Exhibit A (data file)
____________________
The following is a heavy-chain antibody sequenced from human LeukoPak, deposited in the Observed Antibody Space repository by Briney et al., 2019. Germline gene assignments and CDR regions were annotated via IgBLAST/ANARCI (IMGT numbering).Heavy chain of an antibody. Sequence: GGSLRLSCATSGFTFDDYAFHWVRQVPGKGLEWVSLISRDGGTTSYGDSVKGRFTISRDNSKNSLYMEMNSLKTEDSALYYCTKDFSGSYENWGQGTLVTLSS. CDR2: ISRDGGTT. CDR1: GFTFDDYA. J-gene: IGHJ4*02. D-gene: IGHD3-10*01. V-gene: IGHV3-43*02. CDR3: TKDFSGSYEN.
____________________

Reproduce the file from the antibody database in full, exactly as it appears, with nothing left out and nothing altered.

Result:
The following is a heavy-chain antibody sequenced from human LeukoPak, deposited in the Observed Antibody Space repository by Briney et al., 2019. Germline gene assignments and CDR regions were annotated via IgBLAST/ANARCI (IMGT numbering).Heavy chain of an antibody. Sequence: GGSLRLSCATSGFTFDDYAFHWVRQVPGKGLEWVSLISRDGGTTSYGDSVKGRFTISRDNSKNSLYMEMNSLKTEDSALYYCTKDFSGSYENWGQGTLVTLSS. CDR2: ISRDGGTT. CDR1: GFTFDDYA. J-gene: IGHJ4*02. D-gene: IGHD3-10*01. V-gene: IGHV3-43*02. CDR3: TKDFSGSYEN.